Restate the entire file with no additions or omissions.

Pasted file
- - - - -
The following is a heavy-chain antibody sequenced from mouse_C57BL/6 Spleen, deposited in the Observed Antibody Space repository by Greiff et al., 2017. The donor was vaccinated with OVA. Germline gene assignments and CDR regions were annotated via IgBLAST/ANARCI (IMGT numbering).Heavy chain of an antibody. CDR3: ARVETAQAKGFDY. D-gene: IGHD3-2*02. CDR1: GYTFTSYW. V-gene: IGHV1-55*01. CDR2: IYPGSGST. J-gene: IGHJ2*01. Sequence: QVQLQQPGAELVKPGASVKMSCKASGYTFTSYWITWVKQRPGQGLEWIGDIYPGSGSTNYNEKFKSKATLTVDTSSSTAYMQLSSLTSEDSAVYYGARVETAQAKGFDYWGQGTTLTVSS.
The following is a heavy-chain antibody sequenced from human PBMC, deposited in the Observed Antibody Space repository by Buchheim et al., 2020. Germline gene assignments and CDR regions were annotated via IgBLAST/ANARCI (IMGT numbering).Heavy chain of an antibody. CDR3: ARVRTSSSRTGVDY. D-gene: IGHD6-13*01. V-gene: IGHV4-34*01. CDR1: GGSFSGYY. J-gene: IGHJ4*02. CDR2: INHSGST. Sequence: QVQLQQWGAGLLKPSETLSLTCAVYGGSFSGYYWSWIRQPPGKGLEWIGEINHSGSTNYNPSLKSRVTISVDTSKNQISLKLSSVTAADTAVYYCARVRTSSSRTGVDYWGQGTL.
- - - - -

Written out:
The following is a heavy-chain antibody sequenced from mouse_C57BL/6 Spleen, deposited in the Observed Antibody Space repository by Greiff et al., 2017. The donor was vaccinated with OVA. Germline gene assignments and CDR regions were annotated via IgBLAST/ANARCI (IMGT numbering).Heavy chain of an antibody. CDR3: ARVETAQAKGFDY. D-gene: IGHD3-2*02. CDR1: GYTFTSYW. V-gene: IGHV1-55*01. CDR2: IYPGSGST. J-gene: IGHJ2*01. Sequence: QVQLQQPGAELVKPGASVKMSCKASGYTFTSYWITWVKQRPGQGLEWIGDIYPGSGSTNYNEKFKSKATLTVDTSSSTAYMQLSSLTSEDSAVYYGARVETAQAKGFDYWGQGTTLTVSS.
The following is a heavy-chain antibody sequenced from human PBMC, deposited in the Observed Antibody Space repository by Buchheim et al., 2020. Germline gene assignments and CDR regions were annotated via IgBLAST/ANARCI (IMGT numbering).Heavy chain of an antibody. CDR3: ARVRTSSSRTGVDY. D-gene: IGHD6-13*01. V-gene: IGHV4-34*01. CDR1: GGSFSGYY. J-gene: IGHJ4*02. CDR2: INHSGST. Sequence: QVQLQQWGAGLLKPSETLSLTCAVYGGSFSGYYWSWIRQPPGKGLEWIGEINHSGSTNYNPSLKSRVTISVDTSKNQISLKLSSVTAADTAVYYCARVRTSSSRTGVDYWGQGTL.